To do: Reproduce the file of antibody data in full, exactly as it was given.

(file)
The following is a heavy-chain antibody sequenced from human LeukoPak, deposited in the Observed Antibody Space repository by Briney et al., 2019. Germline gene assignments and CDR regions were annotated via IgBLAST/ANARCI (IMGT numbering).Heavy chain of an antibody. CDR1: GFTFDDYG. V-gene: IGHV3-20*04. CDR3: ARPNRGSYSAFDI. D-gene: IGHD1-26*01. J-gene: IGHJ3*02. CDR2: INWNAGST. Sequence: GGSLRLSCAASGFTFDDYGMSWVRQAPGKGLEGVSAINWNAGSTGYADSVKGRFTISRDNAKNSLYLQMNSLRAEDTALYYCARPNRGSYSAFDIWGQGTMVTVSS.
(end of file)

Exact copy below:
The following is a heavy-chain antibody sequenced from human LeukoPak, deposited in the Observed Antibody Space repository by Briney et al., 2019. Germline gene assignments and CDR regions were annotated via IgBLAST/ANARCI (IMGT numbering).Heavy chain of an antibody. CDR1: GFTFDDYG. V-gene: IGHV3-20*04. CDR3: ARPNRGSYSAFDI. D-gene: IGHD1-26*01. J-gene: IGHJ3*02. CDR2: INWNAGST. Sequence: GGSLRLSCAASGFTFDDYGMSWVRQAPGKGLEGVSAINWNAGSTGYADSVKGRFTISRDNAKNSLYLQMNSLRAEDTALYYCARPNRGSYSAFDIWGQGTMVTVSS.